On the other hand, our patient was from Afghanistan and was racially similar to the Iranian race. As the culture of the sacroiliac region secretions was positive for Mycobacterium tuberculosis, the patient started anti-tuberculosis treatment and was also improved in follow-up. A CT scan of the lung showed pulmonary hilum pump, but ACE testing for the patient was negative.
After treatment, the symptoms decreased and the patient now has no secretions. After 2 years, follow-up MRI of the hip joint showed evidence of chronic osteomyelitis in the right side of the sacrum and iliac bone with decreased signal intensity in favour of fibrotic changes. After comparison with previous images, the signal intensity of bone and soft tissue was decreased but the size of the collection in the sacroiliac joint had not significantly changed.
Tuberculosis is one of the major health problems in developing countries affecting different organs in the body. First described by an English surgeon, Sir Percivall Pott, osteoarticular tuberculosis is presently reported in approximately 3% of all cases of tuberculosis, and comprises the majority of extrapulmonary tuberculosis cases, making up 15% of these [4–6]. One of the most important involvements of osteoarticular tuberculosis is the sacroiliac joint. Mostly limited to sporadic cases, this complication is estimated to account for approximately 0.3 to 0.5% of all tuberculosis cases [5, 7–21].
Sacroiliac tuberculosis can bring about localized signs and symptoms around the joint [3, 22, 23], initiating most commonly with persistent lower back pain [24–26], which is worsened by sitting, doing physical activities and walking [12, 27], leading to antalgic gait [14, 28–31]. The pain can vary in terms of location because of both the capability of the abscess to form tracts in different directions and the proximity of the sacroiliac joint to the lumbosacral plexus, thereby radiating pain to the posterior thigh, groin and even below the knee [8, 12, 21, 32]. The presence of signs indicating femoral or sciatic nerve root irritation can be explained by the close contact of the distended anterior joint capsule and the lumbosacral plexus, leading to lumbosacral radiculopathy misdiagnosis . Sacroiliac joint tenderness and positive sacroiliac joint stress tests are present in most cases [6, 34]. However, other signs of joint involvement such as inflammation, swelling, redness and heat may be absent due to the depth of the joint location, and therefore, might be overlooked [12, 17, 27, 35, 36].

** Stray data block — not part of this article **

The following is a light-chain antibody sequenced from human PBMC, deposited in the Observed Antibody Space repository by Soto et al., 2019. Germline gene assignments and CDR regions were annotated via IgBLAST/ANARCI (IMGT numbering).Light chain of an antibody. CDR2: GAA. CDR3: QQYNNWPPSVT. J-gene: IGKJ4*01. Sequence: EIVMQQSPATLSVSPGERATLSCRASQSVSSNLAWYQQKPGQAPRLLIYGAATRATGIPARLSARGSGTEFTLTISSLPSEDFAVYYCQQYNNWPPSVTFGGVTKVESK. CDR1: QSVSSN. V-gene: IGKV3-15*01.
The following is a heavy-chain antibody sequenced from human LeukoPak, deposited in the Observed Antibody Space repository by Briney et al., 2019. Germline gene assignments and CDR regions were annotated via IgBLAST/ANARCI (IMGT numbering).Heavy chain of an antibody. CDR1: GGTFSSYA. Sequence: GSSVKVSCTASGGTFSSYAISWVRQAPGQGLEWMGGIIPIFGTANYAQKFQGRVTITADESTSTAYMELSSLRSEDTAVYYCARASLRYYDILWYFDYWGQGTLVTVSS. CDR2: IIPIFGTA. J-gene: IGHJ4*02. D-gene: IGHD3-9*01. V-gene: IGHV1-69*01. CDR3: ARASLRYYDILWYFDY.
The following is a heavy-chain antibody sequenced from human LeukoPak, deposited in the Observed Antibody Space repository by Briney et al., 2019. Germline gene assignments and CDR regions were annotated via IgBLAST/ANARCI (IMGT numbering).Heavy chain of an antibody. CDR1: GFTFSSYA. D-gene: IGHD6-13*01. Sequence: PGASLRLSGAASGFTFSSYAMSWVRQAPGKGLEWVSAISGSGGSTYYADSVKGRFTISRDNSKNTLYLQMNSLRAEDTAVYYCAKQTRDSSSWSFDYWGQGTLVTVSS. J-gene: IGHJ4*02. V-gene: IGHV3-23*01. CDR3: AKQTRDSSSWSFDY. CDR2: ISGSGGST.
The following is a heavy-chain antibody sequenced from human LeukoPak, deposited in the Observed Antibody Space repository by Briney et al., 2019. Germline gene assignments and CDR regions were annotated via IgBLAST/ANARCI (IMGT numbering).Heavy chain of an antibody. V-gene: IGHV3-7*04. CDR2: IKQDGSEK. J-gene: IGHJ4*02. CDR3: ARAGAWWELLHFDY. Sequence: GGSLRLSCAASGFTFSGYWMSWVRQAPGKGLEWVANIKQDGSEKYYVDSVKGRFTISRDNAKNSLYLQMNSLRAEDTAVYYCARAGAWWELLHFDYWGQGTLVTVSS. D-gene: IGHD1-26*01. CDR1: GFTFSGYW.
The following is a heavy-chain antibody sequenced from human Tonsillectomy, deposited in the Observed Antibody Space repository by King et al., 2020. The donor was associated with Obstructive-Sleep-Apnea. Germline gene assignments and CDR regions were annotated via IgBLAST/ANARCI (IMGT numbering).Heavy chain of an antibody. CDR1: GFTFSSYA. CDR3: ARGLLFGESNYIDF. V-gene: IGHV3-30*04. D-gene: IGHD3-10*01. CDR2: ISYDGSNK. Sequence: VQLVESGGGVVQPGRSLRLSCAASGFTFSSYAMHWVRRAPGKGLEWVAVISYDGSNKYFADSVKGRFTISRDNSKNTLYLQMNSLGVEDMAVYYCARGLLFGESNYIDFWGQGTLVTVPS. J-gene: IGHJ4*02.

There are many diseases that can cause similar complications and these should be clearly taken into account and carefully ruled out. These diseases can vary widely; from degenerative arthritis, post-traumatic arthritis, pyogenic infections, metabolic conditions such as hyperparathyroidism as well as gout and pseudogout, connective tissue disorders, familial Mediterranean fever, osteitis condensans ilii and pigmented villonodular synovitis, to tumours and tumour-like conditions, and even inflammatory diseases, most of which bring about bilateral involvement of the sacroiliac joints, such as inflammatory bowel diseases, Reiter’s and Behçet’s syndromes, psoriatic arthritis, seronegative spondyloarthropathies and ankylosing spondylitis, which is most of the time accompanied by an early bilateral and symmetric involvement of the sacroiliac joints [23, 36–40].
Thus, associated signs and symptoms such as peripheral joint involvement, bowel dysfunction, rashes, urethritis and uveitis should be keenly considered to make a reliable diagnosis [23, 38, 40].
As for routine laboratory tests including ESR and CRP measurement, although it has been stated that these are useful in assessing the response to therapy, they are not of great significance in the diagnostic process of tuberculosis . In our case, as an example, a slightly elevated ESR (15 mm/h) and normal CRP levels did not fully accord with the underlying infection that has since been proven to be present.
Initially, x-rays of the sacroiliac joint may be normal if the disease has not evolved much , but with progression of the disease a haziness and loss of the joint line is revealed, which in later stages is replaced by joint widening, sclerosis of the margins and possible sequestra. Finally, within 3–4 years of the onset of medical treatment, fusion of the sacroiliac joint can occur [5, 8, 21, 42–47].
CT scans can determine joint space widening, sequestra and calcification more vividly than x-rays normally can [8, 12, 16, 19, 20, 38, 32, 47, 48].
In the early stages, capsular distension is evident in MRI scans of the sacroiliac joint, while MRI of the sacrum usually indicates a diffuse oedema of the bone marrow that has a hypointense appearance in T1- and a hyperintense appearance in T2-weighted images, as well as tubercular lesions that may be misinterpreted as either other infectious diseases or neoplasms [8, 16, 49–52].
Bone scans can also be accommodating when the diagnosis is uncertain [19, 20].
Finally, surgical biopsy is needed to ensure the accuracy of the diagnosis by pathological studies .